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Lateral ankle sprains

N Harrasser, K Eichelberg, F Pohlig, H Waizy, A Toepfer, R von Eisenhart-Rothe
Because of their frequency, ankle sprains are of major clinical and economic importance. The simple sprain with uneventful healing has to be distinguished from the potentially complicated sprain which is at risk of transition to chronic ankle instability. Conservative treatment is indicated for the acute, simple ankle sprain without accompanying injuries and also in cases of chronic instability. If conservative treatment fails, good results can be achieved by anatomic ligament reconstruction of the lateral ankle ligaments...
October 13, 2016: Der Orthopäde
A Rosen, J Ko, C Brown
Chronic ankle instability is a common pathological consequence of ankle sprains. However, screening tools which assess self-reported dysfunction offer little insight into clinical factors which may be useful to improve deficits. The purpose of this study was to identify factors that contribute most to self-reported dysfunction. 93 individuals completed the Cumberland Ankle Instability Tool (CAIT), active range of motion, dynamic postural stability assessments, and an arthrometer inversion stress test to assess lateral ankle laxity and stiffness...
October 5, 2016: International Journal of Sports Medicine
Jan Paul Briet, Roderick M Houwert, Michiel G J S Hageman, Falco Hietbrink, David C Ring, Egbert Jan J M Verleisdonk
BACKGROUND: Swelling, tenderness, and ecchymosis don't correlate with time to functional recovery in patients with a lateral ankle sprain. It is established that psychosocial factors such as symptoms of depression and low pain self-efficacy correlate with pain intensity and magnitude of limitations in patients with musculoskeletal disorders. OBJECTIVE: We studied the correlation between pain self-efficacy or symptoms of depression and (1) ankle specific limitations and (2) pain intensity in patients with a lateral ankle sprain...
September 9, 2016: Injury
James M Cottom, Joseph S Baker, Phillip E Richardson
Lateral ankle sprains are a common injury that typically respond well to nonoperative therapy. When nonoperative therapy fails and patients develop chronic lateral ankle instability, they become candidates for surgical repair. The present study examined 45 consecutive patients (45 ankles) with chronic lateral ankle instability who underwent arthroscopic Broström repair using a double-row suture anchor construct. The 45 patients (27 females and 18 males) were followed up for a mean of 14 (range 12 to 20) months...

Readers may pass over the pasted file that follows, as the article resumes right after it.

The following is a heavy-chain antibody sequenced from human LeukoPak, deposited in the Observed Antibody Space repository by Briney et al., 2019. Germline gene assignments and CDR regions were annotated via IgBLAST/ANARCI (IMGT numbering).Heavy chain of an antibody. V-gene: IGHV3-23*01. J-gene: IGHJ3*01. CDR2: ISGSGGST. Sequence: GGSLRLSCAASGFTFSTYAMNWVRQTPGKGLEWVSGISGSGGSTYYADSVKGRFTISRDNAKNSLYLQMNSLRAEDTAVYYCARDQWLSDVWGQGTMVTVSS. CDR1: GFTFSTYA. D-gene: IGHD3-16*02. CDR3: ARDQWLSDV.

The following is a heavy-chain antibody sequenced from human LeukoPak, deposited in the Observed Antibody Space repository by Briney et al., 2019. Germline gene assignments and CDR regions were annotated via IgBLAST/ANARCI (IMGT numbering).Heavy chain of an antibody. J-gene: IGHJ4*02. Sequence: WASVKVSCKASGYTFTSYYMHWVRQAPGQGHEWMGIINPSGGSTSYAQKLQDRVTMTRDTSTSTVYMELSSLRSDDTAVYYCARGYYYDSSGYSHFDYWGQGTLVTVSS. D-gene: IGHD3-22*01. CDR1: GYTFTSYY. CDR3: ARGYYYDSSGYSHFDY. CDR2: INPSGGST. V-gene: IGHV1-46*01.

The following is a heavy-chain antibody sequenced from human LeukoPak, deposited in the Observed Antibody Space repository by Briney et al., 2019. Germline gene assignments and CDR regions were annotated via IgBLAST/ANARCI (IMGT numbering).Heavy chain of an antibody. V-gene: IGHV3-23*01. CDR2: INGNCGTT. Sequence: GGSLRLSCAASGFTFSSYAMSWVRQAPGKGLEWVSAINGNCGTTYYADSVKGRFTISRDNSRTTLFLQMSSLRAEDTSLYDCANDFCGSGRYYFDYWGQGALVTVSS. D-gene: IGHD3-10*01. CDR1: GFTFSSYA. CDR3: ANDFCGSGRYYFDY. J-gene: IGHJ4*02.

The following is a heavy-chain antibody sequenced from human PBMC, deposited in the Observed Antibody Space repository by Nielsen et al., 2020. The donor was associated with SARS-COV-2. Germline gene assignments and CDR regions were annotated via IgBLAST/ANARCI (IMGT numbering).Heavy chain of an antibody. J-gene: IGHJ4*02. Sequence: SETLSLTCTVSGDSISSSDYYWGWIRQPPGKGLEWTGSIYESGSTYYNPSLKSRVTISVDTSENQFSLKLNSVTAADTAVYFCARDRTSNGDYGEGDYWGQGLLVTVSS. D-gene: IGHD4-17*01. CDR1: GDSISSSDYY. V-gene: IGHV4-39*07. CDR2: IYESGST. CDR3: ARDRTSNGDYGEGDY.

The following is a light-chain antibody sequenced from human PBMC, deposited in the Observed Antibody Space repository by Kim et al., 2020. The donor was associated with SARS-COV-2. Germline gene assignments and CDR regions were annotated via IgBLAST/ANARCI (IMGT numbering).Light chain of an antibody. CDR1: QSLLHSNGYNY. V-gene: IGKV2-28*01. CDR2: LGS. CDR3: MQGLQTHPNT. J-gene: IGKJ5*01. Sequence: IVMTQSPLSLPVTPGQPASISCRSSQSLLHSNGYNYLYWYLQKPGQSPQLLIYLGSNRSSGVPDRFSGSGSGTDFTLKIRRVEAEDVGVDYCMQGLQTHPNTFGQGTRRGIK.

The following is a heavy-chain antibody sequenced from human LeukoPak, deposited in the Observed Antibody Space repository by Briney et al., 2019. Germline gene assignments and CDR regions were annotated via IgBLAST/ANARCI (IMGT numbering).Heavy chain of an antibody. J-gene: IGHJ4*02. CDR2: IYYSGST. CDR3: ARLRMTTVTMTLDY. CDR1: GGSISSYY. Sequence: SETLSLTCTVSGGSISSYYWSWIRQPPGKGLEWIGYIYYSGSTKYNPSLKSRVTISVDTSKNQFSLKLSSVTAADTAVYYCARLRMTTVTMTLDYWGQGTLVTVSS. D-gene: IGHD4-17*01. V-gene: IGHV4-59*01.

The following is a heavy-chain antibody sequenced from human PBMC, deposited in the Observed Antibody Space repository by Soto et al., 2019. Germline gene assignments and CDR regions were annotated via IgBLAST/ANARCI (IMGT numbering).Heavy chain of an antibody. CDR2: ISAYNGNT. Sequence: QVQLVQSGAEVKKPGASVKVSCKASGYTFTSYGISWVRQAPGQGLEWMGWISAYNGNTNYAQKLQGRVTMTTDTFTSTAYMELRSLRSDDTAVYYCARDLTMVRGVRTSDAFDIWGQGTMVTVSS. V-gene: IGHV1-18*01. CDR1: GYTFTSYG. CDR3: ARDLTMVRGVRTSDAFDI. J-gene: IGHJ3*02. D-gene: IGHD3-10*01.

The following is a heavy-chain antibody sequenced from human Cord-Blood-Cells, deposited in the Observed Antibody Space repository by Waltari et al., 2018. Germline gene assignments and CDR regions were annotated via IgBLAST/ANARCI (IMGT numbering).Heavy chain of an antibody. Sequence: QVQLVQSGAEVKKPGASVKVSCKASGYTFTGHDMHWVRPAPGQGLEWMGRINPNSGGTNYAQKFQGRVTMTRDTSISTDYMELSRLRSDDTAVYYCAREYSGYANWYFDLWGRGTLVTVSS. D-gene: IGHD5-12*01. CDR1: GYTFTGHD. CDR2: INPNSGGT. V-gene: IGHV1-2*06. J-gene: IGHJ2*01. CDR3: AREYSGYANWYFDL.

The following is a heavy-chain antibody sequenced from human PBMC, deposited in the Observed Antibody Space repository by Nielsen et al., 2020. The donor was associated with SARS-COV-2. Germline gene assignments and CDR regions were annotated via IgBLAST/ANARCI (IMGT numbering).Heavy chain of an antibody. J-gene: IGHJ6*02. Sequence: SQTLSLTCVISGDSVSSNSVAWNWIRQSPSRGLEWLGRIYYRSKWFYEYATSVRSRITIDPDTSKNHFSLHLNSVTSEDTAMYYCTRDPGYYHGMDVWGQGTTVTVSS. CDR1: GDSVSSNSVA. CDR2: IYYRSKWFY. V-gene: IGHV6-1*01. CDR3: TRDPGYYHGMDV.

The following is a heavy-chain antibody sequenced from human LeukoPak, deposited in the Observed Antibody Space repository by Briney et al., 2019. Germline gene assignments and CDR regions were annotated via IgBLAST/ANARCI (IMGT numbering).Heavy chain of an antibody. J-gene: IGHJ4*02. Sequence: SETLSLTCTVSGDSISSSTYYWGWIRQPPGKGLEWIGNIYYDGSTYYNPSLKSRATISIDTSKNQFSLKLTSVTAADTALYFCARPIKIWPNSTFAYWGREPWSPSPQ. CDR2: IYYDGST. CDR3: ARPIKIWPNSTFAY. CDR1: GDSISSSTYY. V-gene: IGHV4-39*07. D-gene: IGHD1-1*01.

September 21, 2016: Journal of Foot and Ankle Surgery: Official Publication of the American College of Foot and Ankle Surgeons
Ki-Sik Yang, Kyungyeon Park, Bo-Ram Choi
[Purpose] This study examined the effects of a medio-lateral unstable sole on invertor and evertor activation while descending stairs. [Subjects and Methods] The subjects were 30 university students with no history of ankle sprain. They descended stairs while wearing the medio-lateral unstable sole or with bare feet. Electromyography was used to record the activity of the tibialis anterior and peroneus longus and brevis muscles and paired t-tests were used to assess statistical significance. [Results] The medio-lateral unstable sole group showed increased tibialis anterior and peroneus longus and brevis muscle activation compared to the barefoot group...
August 2016: Journal of Physical Therapy Science
Marie-Lyne Nault, Laurence Gascon, Jonah Hébert-Davies, Stéphane Leduc, G Yves Laflamme, Dennis Kramer
BACKGROUND: The hypothesis of this study is that a sprain or tear of 1 or more of the 3 syndesmotic ligaments will result in a significant change in the osseous anatomy relationship when comparing injured to uninjured syndesmosis. Our secondary objective was to determine whether injuries to the syndesmosis as diagnosed on magnetic resonance imaging (MRI) could be found using static imaging. METHODS: This is a descriptive radiological study of ankle MRI reports over a 12-year period, from 2 different institutions, and divided in two groups: normal and injured syndesmotic ligaments...
September 13, 2016: Foot & Ankle Specialist
Ki-Won Young, Young-Uk Park, Jin-Su Kim, Hun-Ki Cho, Ho-Sik Choo, Jang-Ho Park